2 States Collect Contraband,

Boost Revenue by Selling It

In the market for some manicure scissors? How about a pocketknife? Maybe a nice box cutter?

Kentucky has a deal for you. Even though the Bluegrass State is more accustomed to selling whiskey and fast horses, it is also getting into the scissors and tiny knife business.

One catch: The stuff is used -- well, not just used, it's contraband.

Kentucky has been sending agents every few weeks to four airports in Florida, including the busy hubs in Miami and Fort Lauderdale, and to several other airports to pick up items confiscated at security checkpoints. Alabama has been doing the same. The states then sell their respective hauls on eBay, the online auction site.

It's a novel idea, but neither state is going to be able to balance its budget with the revenue. After expenses, Kentucky makes only about $3,000 a year and Alabama about $6,000.

Officials in Florida have not been particularly impressed. The profit generated would be too tiny to deal with the hassle of inventory and sales, said John Kuczwanski, spokesman for the Florida Department of Management Services.

"It wouldn't even cover the staff costs," he said.

-- Manuel Roig-Franzia

Web Site Content May Have

Offended City's Top Cop

When Edward Polstein created NYPD Rant, the Web site drew lots of traffic from New York's finest -- gripes and lewd and racist comments.

But Polstein said it wasn't until he posted comments critical of Police Commissioner Raymond W. Kelly and others comparing the department to the Nazi party that he got in trouble.

The New York cop agreed to retire when an internal investigation found he had used the NYPD logo without permission and made offensive comments about top department officials.

That was two years ago. Earlier this month, the department decided to fire Polstein retroactively. That cost him part of his pension.

A police spokesman said Polstein violated the agreement when he later accepted a disability pension.

Polstein has sued the department claiming violations of his First Amendment rights. His lawyer, Jeffrey Goldberg, appears to have picked up on the vibe of NYPD Rant.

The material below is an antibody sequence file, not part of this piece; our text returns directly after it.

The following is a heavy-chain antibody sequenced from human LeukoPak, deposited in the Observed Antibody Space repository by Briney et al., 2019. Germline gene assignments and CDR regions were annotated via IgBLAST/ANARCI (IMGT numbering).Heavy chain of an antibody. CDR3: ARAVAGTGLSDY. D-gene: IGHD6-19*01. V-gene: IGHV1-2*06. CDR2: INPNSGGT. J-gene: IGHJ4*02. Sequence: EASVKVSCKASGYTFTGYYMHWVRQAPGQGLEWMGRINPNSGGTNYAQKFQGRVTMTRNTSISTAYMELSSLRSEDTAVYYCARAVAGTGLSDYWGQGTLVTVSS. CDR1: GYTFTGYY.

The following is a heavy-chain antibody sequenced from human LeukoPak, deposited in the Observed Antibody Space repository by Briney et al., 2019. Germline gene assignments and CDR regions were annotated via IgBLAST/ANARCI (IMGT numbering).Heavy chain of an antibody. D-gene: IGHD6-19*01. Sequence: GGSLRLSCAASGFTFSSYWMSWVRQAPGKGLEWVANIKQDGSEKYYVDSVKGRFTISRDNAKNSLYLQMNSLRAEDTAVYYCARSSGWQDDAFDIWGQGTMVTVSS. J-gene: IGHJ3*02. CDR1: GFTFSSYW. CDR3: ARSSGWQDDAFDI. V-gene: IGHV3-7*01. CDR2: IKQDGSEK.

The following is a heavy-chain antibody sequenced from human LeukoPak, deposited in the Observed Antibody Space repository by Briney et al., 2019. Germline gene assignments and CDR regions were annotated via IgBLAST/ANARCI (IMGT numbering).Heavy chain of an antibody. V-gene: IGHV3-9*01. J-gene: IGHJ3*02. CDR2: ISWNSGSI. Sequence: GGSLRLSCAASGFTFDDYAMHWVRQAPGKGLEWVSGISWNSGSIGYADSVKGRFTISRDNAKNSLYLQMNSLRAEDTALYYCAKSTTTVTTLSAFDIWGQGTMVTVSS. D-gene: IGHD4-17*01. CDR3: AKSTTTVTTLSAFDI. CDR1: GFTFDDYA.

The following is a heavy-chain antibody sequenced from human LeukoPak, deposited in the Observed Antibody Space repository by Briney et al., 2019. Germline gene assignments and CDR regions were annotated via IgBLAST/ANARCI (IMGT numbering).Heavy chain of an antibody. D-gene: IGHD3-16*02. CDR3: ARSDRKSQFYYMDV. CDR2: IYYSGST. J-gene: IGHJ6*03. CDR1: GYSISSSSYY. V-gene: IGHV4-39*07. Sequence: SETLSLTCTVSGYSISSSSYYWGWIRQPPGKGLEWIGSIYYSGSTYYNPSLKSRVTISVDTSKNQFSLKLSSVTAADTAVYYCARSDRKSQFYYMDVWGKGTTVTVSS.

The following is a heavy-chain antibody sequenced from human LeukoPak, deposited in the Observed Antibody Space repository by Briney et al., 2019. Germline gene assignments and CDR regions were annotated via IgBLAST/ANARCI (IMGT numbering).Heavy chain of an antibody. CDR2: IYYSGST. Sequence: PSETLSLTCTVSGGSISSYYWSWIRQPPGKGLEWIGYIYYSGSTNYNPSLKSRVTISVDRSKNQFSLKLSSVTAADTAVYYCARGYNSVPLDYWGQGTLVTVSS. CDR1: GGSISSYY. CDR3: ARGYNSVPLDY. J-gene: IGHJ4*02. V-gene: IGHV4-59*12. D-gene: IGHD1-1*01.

"If the Web site had said Kelly was the greatest police commissioner, there wouldn't be a problem," he told the New York Daily News, "but Kelly's thin-skinned, and he didn't like the content."

-- Michelle Garcia

Some Eschew Air Conditioning,

Prefer to Sweat Summer Heat

Most Central Texans avoid three-digit summer heat by scurrying from air-conditioned home to air-conditioned car to air-conditioned store to air-conditioned workplace. But not all.

Some proudly sweat it, relying only on fans and the humid breeze and call it more natural and healthy.

Artist James Talbot lives in a house he calls Casa Neverlandia, which, while it has a fire pole, does not have air conditioning.

And Cherylyn Van Kirk, who produces a line of organic skin care, keeps the air conditioning off in her 3,500-square-foot home because she likes to excrete toxins through sweat.

"It's good to perspire. That's what our bodies are made for," she said. "If you're in the AC all the time, 24-7, you never perspire. Nobody wants to perspire because they will smell, but it's a healthy thing."

-- Caroline Keating

Mo. Police Open Car Trunk,

Find Speedy Rocket Setup

A pair of Kentucky men intended to give new meaning to the idea of a methamphetamine high, but they never fired their rocket.

Missouri State Highway Patrol officers, who stopped the two last month, spotted a curious wire leading from the passenger compartment of the Ford Thunderbird to the trunk. Opening the trunk, they saw a system of weights and pulleys connected to a platform.

On the platform was a three-foot rocket with eight motors.

The rocket's payload? Two pounds of methamphetamine.

"They had a remote igniter device. They thought they'd open the trunk, ignite it and get the contraband away from the scene," Lt. Vernon Dougan said. "It's not every day you find a large hobby rocket in the trunk of a vehicle, let alone one with drugs tied to it."

Following the June 24 arrest in Kingdom City, Mo., Joseph C. Seidl and Michael Ray Sullivan were booked on drug trafficking charges. Investigators confiscated $13,534.

The rocket launch was scrubbed.

-- Peter Slevin